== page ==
There are also as many Eastern European immigrants coming who have relationships to a German grandfather, uncle, or whatever, and of course that gives them the right to German citizenship because of this strange law which says that only by blood are you German. It’s an antique, and one of the most repressive laws I can think of, dating back to the Hitler days. So the people who can prove any German descent whatever suddenly are German, while a foreign worker who might have lived thirty years in Germany with his family, has paid taxes, contributing to society, may not get German citizenship. Yet, a person coming from Poland can become German overnight. The situation is rather ridiculous.
Petra Kelly

 

I know not with what weapons World War III will be fought, but World War IV will be fought with sticks and stones.
Albert Einstein
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The Democrats’ first debate (podcast)

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debate
It is generally bad manners to republish an unofficial copy of a network broadcast within a few hours of its creation. We could argue about media law and to what extent Panama’s public interest exception to copyright applies. But this debate is a matter of compelling public interest, and for whatever reason CNN’s streaming video crashed, thus blacking out the debate to many people who get their news online. We posted the video of the whole debate as a public service, especially the many American Democrats who don’t get cable or satellite TV. Evenually CNN asserted copyright and Google took it down from YouTube, but we inserted CNN’s highlights in its place.

The Democrats debate

 

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The Panama News blog links, October 13, 2015

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The Panama News blog links, October 13, 2015

Ship & Bunker, Panama Canal mulls legal action over construction troubles

Ramos, La verdad sobre las filtraciones en el Canal

American Journal of Transportation, New PanCanal tonnage record

Stuff, New route from New Zealand to North America and Euope via Panama

CorpWatch, Nicaragua Grand Canal project hits obstacles

AFP, Ricardo Martinelli compara acusaciones en su contra con una violación

Reuters, Panamá pide que Interpol ubique al ex presidente Martinelli

Slate, Utley suspended for slide that broke Tejada’s leg

Goal.com, Mexico set for victory lap in Panama friendly

Daily Express, Soca Warriors edge Panama in friendly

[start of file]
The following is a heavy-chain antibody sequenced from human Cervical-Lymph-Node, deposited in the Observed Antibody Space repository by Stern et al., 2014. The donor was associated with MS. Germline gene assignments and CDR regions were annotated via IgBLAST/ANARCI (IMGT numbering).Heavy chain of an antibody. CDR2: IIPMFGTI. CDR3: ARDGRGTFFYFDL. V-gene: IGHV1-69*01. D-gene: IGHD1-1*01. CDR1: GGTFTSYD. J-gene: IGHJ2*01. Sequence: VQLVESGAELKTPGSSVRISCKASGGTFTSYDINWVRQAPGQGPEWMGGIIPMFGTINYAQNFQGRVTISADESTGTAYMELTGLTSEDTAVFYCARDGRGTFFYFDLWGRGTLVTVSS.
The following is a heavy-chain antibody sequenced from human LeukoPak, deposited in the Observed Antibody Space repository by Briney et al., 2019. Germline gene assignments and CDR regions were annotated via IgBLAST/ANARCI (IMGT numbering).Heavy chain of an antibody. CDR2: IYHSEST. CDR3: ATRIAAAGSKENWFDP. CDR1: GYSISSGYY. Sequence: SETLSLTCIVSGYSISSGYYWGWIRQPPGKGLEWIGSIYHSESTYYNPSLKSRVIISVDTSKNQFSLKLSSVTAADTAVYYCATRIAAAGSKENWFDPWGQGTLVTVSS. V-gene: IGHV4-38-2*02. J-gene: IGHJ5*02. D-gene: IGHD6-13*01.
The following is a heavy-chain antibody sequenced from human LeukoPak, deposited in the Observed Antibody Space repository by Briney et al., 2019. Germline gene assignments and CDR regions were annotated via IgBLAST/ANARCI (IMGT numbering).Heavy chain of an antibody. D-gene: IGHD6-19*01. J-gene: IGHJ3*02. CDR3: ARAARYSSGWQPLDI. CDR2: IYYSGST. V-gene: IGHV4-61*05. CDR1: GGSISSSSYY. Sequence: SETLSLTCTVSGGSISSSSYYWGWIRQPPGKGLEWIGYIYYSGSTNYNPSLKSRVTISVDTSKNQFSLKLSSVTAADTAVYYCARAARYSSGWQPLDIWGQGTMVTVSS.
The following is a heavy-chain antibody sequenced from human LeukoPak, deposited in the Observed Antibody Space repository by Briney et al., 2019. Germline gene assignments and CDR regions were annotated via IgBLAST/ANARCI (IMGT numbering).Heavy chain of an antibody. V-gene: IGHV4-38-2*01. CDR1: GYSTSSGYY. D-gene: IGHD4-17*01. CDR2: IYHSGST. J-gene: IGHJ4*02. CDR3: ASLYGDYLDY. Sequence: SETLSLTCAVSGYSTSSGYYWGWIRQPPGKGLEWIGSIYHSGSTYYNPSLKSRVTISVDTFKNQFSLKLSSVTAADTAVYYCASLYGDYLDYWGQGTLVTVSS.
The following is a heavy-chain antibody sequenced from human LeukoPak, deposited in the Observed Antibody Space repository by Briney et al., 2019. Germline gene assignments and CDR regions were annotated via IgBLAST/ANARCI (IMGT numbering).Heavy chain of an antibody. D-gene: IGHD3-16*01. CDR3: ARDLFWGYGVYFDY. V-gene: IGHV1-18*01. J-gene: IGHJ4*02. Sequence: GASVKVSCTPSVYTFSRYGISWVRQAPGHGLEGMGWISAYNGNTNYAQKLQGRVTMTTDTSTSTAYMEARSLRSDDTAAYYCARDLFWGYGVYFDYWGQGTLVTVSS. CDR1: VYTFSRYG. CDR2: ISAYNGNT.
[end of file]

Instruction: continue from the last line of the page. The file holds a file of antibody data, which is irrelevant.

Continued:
MLS Soccer, Jaime Penedo’s regrets

Photo, Panama’s young surfers — Go Kai!

Reuters, Panama slips into deflation

Vida del Copy, Así será la Linea 3 del Metro

TVN, Estacionamiento: Cámara de Comercio cuestiona nueva ley

ICTSD, WTO rules for Panama in financial services dispute with Argentina

AP, Panama building saga offers insight into Trump practices

Reuters, Panama bonds road show

US DOJ, Cash wash charges against Hondurans includes company in Panama

STRI, El Niño tests coral survival limits

US News & World Report, Homosexuality gene?

Science World Report, Lianas may strangle tropical forests’ carbon storage

Video, BBC’s Edward Snowden interview

Castro, ¿Es el “progresismo” un fenómeno cíclico?

Serrano, Brazil’s sudden neoliberal U-turn

Oppenheimer, The demographic revolution in Latin America

Ben-Ami, AIPAC in decline

Muchhala, UN moves toward rules for nations’ debt restructuring

The PC Graveyard, Wikileaks: only 5 of 29 TPP chapters about trade

St. John, World Court accepts jurisdiction in Bolivia-Chile dispute

Detroit Free Press, Activist Grace Lee Boggs dies at 100

El Universal, Mexican-Americans despise Mexico

Willies, Epic intra-Republican fight on Meet the Press

El Confidencial, El autoexilio de Miguel Bosé a Panamá

Simpson, Golpe al turismo en Kuna Yala

Video, Panama parade in Brooklyn

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Zonians exhibit at the Museo de Arte Contemporaneo

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Zonians invitation
Zonians: exploring an identity — October 14 at the MAC, as part of the exhibition “Zonians, by Matias Costa, moderated by Raúl Altamar Arias.

“Zonians” exhibition and forum at the Museum of Contemporary Art

The Museo de Arte Contemporaneo is having an expo titled “Zonians” by Argentinean photographer Matias Costa. His pictures depict places and peoples of this community, and the expo is scheduled from early September to mid October.